Perhaps it’s important at this stage to note that I’m not saying that group work / collaborative work is less desired than independent work. What is important (I think) is that students can choose where, who with, and when they do their work flexibly – that they have the mindset to be able to tell themselves “Righto – I wonder what strategy my friend is using for this maths problem” V “Righto – I just need a bit of quiet time to finish off this email.” It’s my position (and I’ll attempt to back it up via some research in my next blog) that there are tasks that are better suited to independent work and tasks that are better suited to collaborative work. There will be many grey areas, sure, but I think a case could be made for this. We’ll see!

Anyway – the signs and tents were popular. They were in use throughout the day. A range of students were using them, although to be fair, probably more from Year 3 – 5 than Year 6. Whether or not it was related, the hub started feeling calmer than it had been. Teachers reported a downturn in off-task behaviour, resulting in more time available for 1:1 conferencing. Some students who were regularly missing deadlines began to hand in their work more often.

There were some unexpected uses of the signs too. Pairs or small groups of students were using one sign for their group (begging the question, can groups of people be “in flow”) and pairs, not individuals, were using the tents as quiet discussion areas.

As a side note here, this led me to consider the nature of Thornburg’s “Cave” space. A cave is a secluded, isolated place that enables deep, reflective learning to occur. What seemed to be happening was that students were making their own caves, without any actual cave. It was more a ‘cave mindset’ they were pulling into being. I wonder then, if a cave can be something more than an actual space, but more a state of mind one puts themselves into to enable cave-type thinking and learning.

In addition, the Flow Signs were being used not only to signal others that they were not to be distracted, but as prompts for the users themselves that it was time to get down to some serious work. A student would make a conscious decision to pick up and use a Flow Sign, therefore choosing to do work. This then put themselves in the right frame of mind to focus, recall information and instructions, and produce new work.

As a hub, we had a couple of conversations about how to use the signs and the tents – what they were for, and when to use them. We pitched the signs as “bubbles” around you, your own little cave where you can focus and get some work done. We talked about flow and what it feels like to be in that state. We had 1:1 conversations with students about how they were finding the signs and tents, and they popped up quite frequently in the students’ weekly reflections. This communication, we felt, was needed in order to help guide the students to get the maximum potential out of the signs and tents, and in order for the ones that were not particularly interested in them to understand it was important to respect those for whom they were important.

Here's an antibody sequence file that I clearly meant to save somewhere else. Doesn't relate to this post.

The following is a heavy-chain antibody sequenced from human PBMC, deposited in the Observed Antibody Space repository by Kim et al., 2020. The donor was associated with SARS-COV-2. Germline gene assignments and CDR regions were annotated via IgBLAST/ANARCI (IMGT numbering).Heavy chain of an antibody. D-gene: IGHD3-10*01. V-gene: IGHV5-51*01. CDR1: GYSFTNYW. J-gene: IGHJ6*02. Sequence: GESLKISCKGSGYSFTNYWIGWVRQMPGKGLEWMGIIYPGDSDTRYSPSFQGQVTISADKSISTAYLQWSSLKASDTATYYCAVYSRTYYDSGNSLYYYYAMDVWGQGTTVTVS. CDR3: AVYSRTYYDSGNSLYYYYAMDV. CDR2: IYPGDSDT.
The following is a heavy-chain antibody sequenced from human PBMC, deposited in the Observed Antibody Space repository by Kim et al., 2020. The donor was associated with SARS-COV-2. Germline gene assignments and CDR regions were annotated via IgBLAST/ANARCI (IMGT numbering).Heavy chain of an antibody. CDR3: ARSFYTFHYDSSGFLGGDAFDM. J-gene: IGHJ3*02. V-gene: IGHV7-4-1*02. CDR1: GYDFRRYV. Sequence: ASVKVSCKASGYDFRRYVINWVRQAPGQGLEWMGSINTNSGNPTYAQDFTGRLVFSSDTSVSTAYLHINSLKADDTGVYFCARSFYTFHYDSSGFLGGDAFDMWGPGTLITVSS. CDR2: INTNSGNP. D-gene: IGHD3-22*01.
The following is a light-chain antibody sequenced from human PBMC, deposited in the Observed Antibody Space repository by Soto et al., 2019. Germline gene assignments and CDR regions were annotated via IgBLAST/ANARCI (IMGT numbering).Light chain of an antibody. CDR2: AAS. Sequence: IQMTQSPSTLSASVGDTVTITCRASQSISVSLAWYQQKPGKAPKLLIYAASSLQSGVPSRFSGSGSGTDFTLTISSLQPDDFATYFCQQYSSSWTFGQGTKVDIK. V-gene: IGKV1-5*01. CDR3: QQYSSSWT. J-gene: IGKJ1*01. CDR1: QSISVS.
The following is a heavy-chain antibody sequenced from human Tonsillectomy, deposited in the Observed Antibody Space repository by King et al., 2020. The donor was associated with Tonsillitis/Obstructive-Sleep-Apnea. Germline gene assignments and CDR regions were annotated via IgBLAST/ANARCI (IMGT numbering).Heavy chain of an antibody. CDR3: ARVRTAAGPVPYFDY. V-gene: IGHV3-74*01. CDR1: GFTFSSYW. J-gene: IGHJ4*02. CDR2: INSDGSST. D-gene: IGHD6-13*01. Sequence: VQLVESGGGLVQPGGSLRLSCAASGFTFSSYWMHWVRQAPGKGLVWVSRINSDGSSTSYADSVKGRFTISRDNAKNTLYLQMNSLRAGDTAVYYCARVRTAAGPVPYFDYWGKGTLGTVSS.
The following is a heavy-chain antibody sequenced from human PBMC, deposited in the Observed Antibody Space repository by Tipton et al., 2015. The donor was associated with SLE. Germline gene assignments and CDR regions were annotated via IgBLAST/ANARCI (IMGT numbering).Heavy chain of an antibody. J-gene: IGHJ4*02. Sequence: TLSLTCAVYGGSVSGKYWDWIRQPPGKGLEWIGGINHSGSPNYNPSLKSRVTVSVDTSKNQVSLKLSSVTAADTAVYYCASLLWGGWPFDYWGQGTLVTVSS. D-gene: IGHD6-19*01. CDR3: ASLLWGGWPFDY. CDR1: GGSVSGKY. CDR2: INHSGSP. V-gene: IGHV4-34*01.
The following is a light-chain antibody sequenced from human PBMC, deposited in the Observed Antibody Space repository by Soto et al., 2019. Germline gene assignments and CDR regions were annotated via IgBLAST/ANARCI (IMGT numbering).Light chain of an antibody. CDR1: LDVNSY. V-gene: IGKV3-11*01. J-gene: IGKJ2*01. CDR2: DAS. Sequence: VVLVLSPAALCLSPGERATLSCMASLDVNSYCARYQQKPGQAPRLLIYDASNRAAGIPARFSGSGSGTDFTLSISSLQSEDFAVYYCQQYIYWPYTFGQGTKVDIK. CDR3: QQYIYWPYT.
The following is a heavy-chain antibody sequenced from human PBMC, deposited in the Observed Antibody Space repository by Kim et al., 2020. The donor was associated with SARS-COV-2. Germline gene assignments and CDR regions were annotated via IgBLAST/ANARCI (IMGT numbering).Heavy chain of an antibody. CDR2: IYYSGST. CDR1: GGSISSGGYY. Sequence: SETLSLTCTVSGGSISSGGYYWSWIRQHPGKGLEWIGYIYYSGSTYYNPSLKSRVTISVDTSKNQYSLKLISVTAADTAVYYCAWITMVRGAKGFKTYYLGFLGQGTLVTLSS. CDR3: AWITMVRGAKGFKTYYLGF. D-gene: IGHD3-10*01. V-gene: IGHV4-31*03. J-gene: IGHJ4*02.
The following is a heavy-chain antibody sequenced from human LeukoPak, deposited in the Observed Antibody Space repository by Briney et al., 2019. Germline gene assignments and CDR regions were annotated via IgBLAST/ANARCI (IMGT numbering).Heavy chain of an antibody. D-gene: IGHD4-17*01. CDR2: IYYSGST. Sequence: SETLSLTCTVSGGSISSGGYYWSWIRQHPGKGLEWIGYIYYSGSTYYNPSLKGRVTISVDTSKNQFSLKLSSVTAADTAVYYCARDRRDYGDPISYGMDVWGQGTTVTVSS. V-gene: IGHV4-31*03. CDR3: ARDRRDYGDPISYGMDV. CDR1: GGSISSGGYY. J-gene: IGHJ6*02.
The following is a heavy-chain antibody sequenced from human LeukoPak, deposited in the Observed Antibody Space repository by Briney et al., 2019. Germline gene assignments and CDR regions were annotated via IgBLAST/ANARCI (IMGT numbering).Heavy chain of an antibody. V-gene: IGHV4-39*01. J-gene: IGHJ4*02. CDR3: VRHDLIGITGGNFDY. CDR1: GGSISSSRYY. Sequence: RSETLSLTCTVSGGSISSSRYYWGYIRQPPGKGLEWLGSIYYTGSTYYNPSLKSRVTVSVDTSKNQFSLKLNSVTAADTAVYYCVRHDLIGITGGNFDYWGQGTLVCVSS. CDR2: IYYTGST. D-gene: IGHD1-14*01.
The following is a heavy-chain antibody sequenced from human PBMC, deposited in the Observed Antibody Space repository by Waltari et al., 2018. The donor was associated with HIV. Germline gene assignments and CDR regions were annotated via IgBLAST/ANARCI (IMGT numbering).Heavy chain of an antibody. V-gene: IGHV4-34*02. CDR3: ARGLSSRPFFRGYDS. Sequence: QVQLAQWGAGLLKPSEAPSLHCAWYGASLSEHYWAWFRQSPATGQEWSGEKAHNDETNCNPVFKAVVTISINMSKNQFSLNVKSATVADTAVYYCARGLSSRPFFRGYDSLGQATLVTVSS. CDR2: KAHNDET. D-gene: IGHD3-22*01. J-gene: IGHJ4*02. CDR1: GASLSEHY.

From a teachers perspective, they seemed to be doing the trick, or at least contributing towards doing the trick.

It was at this stage I progressed the project in two further ways. I started gathering hard data using a hub-wide survey and interviews, and I began iterating on my first prototype of the signs.

I’ll start with the data gathering. It was an attempt to move from my anecdotal, gut feelings – the heuristics of the situation – into a more algorithmic approach to gauging the impact. You can only go so far on anecdote and personal observations – at some stage you need objective, honest feedback in order to move forward.

Here are some of the results:

Some statements:

  • Approximately 80% of the hub were using the tents and signs in an average week
  • 60% though still reported being interrupted by others when using them
  • 18% reported getting “HEAPS more” work completed when using the sings and tents
  • 85% reported getting more work done in general
  • 69% reported there were now an “OK amount of places” with which to find some peace and quiet
  • 23% said there were still not enough focus zones

In addition, the written feedback portion of the survey produced some illuminating statements:

What is one thing about the Flow Signs or Quiet Tents that is good for your learning?

“One thing I like about the signs and tents is that you can move away and get into your own space if needed.I get more work done this way with hardly any distractions.”